Scott Brown’s retirement from his playing days will be a sad occasion for all, but the Hoops hero is planning for it.
The Celtic captain has achieved so much at the club – leading Celtic to seven consecutive titles in a row. In a detailed interview in the Scottish Sun, Brown revealed he sees himself as having two years left as Celtic’s midfield general.
That would take him up to nine consecutive titles in-a-row if all goes well. It would therefore be unusual if the Hoops captain didn’t fancy a crack at the famous 10.
Regardless, Brown seems to have one eye on the future already. In the past, he’s worked with Celtic’s development side as a coach before quitting due to the travel commitments. Now? The Celtic legend is taking bits from each manager he’s played under and forming his own ideas.
Speaking in the Sun today, Brown touched on his plans for the future.
“There’s a new way of working. It’s not laid back but it’s about sitting down and thinking about how you are working. You are still looking to outsmart other managers tactically.
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“It’s about game awareness more than shouting and throwing pots of tea at people. I don’t know about Martin O’Neill but Gordon Strachan had a bit of both. He was great on the field but he could snap as well.
“Whether it’s now or ten years ago, to be a good manager you need a bit of both. You take a bit from every manager you work with when you go down that road.”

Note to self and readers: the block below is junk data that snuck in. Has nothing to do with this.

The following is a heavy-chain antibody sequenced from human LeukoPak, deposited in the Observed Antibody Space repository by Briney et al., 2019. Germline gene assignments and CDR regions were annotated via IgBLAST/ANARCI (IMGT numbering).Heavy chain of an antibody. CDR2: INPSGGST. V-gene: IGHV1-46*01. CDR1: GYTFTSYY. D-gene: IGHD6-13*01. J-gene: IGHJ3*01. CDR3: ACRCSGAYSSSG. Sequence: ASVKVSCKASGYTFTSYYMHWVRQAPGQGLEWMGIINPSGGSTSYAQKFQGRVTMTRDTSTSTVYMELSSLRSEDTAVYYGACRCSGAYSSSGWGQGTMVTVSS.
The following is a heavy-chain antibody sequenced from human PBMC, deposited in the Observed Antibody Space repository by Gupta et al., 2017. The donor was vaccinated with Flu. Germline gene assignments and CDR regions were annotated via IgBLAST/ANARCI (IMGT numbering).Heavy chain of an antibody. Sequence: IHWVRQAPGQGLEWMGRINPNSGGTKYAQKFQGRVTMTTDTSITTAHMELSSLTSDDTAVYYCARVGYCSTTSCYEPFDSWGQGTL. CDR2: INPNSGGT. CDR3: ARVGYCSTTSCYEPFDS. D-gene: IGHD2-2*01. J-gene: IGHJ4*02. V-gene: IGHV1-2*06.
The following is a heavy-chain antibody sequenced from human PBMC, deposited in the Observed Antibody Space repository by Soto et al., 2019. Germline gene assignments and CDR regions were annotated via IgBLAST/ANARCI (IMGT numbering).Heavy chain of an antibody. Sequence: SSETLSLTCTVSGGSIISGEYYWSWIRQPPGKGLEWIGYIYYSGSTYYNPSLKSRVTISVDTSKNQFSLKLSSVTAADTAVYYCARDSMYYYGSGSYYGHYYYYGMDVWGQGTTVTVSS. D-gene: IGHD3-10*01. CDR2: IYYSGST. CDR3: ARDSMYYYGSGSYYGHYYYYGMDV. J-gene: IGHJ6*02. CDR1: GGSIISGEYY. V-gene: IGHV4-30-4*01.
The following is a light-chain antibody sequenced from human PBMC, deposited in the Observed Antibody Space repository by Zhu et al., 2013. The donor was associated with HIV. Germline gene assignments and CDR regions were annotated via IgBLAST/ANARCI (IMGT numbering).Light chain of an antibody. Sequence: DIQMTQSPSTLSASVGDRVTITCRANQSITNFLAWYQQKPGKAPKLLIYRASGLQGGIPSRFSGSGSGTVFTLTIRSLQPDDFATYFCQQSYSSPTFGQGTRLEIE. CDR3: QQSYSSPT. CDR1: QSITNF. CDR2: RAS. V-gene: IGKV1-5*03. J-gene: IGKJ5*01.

A future Celtic manager?
It appears that, if and when Brown calls it a day at Celtic, he eyes his eyes on a managerial role. It wouldn’t surprise any Hoops fan if he was to find his way back to Parkhead as the top boss.
Brown has a plethora of experience both domestically and in Europe. He’s led out Celtic more than any captain in recent memory, and has written his name into Celtic folklore.
Two years, however, does seem a short time for a player who’s showing no signs of slowing up just yet. Last season, he bossed Celtic’s domestic rivals, and has done now for the last two years. Another series of impressive displays this season, and Brown may need to re-evaluate.
It appears, however, that Brown is ready to become more of a Brendan Rodgers than a Neil Lennon. Working under the Northern Irishman will have done wonders for Brown’s tactical nous.
Hopefully, but not too soon, we can see Brown strutting his stuff as Celtic manager and see the culmination of his managerial studies.